Why IQs Rise When Nations Experience Rapid Economic Development

The relationship between national wealth and intelligence.

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By Louis Putterman

Just in case you haven’t heard this before, I’ve got some information for you that you might find a bit troubling.  In their 2006 book titled IQ and Global Inequalityintelligence experts Richard Lynn and Tatu Vanhanen report that setting the average measured IQ in the U.K. at 100, people in the U.S. had average IQs of 100 and 98, respectively.  People in the Central African Republic, Mali and Kenya had average IQs of 64, 69 and 72. People in India, Indonesians, and Iraq scored somewhat higher than those in the poorer countries but lower than those in the richer countries: their average IQs were 82, 87, and 87 respectively.

Are country incomes and IQs correlated?  A recent study using a sample of 157 countries finds a high and statistically significant correlation between the two.  One might conclude, then, that it is the lower IQs of their people that explains the lower average incomes of people in the world’s poorer countries. Lynn and Vanhanen evidently think so.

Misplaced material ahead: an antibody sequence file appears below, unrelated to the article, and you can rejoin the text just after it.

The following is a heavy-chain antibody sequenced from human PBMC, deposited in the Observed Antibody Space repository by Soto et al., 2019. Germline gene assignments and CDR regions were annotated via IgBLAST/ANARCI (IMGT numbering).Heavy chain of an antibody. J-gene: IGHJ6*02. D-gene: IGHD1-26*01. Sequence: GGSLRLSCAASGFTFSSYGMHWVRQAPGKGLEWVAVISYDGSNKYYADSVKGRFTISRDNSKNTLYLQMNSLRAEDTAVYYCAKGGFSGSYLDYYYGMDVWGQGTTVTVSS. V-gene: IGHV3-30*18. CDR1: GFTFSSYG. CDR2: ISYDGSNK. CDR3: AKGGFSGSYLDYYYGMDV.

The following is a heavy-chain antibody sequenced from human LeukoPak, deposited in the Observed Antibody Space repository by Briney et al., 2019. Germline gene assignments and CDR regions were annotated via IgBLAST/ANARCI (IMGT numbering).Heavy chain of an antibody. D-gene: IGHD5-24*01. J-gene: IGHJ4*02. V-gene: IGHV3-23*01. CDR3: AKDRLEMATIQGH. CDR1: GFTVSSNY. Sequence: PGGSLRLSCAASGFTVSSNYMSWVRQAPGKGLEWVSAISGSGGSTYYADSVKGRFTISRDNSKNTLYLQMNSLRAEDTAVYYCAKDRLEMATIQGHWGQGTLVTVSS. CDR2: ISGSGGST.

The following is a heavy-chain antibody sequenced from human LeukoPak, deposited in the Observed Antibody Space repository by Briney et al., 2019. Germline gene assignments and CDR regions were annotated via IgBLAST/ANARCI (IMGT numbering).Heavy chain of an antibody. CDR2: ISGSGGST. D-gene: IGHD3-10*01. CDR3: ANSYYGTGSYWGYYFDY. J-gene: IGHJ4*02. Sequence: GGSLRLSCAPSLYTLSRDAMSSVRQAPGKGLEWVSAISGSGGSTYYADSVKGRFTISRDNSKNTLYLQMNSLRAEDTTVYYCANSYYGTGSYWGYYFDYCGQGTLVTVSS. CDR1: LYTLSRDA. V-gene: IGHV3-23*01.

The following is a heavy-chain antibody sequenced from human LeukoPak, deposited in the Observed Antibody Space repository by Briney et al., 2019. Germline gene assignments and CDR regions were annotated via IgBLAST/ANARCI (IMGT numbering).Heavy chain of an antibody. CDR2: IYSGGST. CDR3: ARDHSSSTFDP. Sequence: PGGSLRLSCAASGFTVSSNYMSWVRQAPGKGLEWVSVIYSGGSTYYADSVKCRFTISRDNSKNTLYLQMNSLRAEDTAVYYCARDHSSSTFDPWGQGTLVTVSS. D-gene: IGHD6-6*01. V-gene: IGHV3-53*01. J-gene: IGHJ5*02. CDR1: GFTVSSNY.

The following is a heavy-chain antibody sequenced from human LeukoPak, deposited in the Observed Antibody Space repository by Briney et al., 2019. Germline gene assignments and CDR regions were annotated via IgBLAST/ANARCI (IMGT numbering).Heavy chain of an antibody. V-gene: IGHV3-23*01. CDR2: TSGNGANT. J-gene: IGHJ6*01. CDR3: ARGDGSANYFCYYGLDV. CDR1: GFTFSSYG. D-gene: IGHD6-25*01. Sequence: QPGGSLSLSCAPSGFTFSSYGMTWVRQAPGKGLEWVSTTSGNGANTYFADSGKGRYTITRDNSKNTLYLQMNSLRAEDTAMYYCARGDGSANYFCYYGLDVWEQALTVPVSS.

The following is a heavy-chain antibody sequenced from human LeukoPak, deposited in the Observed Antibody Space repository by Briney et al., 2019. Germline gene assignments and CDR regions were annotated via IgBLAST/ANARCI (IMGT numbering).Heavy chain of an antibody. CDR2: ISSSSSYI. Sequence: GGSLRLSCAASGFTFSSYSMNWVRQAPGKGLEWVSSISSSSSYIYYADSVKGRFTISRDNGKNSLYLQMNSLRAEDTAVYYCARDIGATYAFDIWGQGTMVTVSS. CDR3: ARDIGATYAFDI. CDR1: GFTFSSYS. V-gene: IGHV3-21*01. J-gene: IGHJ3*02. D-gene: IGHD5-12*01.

Could this really be true?

Were this the nineteenth century, during which the sun never set on European empires, a cross regional study with findings like this might have been treated as self-evident in the U.K. or U.S.  It would have seemed to provide a moral justification for colonizing powers to maintain their rule over their inferior charges, helping them to advance themselves to the extent possible given their “more meager innate endowments.”

But it’s the twenty-first century, and IQ tests are a modern scientific tool.  Racism has been roundly debunked.  So what gives?

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In a newly published paper titled “Does the intelligence of populations determine the wealth of nations?” Vittorio Daniele, who teaches economics at Magna Graecia University in Catanzaro, Italy, provides an explanation that builds on the Flynn effect.  In a series of studies published over several decades, the New Zealand political scientist J. R. Flynn has famously found that in mostly rich countries in which IQ test data have been available for sufficient periods of time, average IQ scores have been steadily rising.  Some studies also show that at a given point in time, IQ tends to be higher for the young than for the old.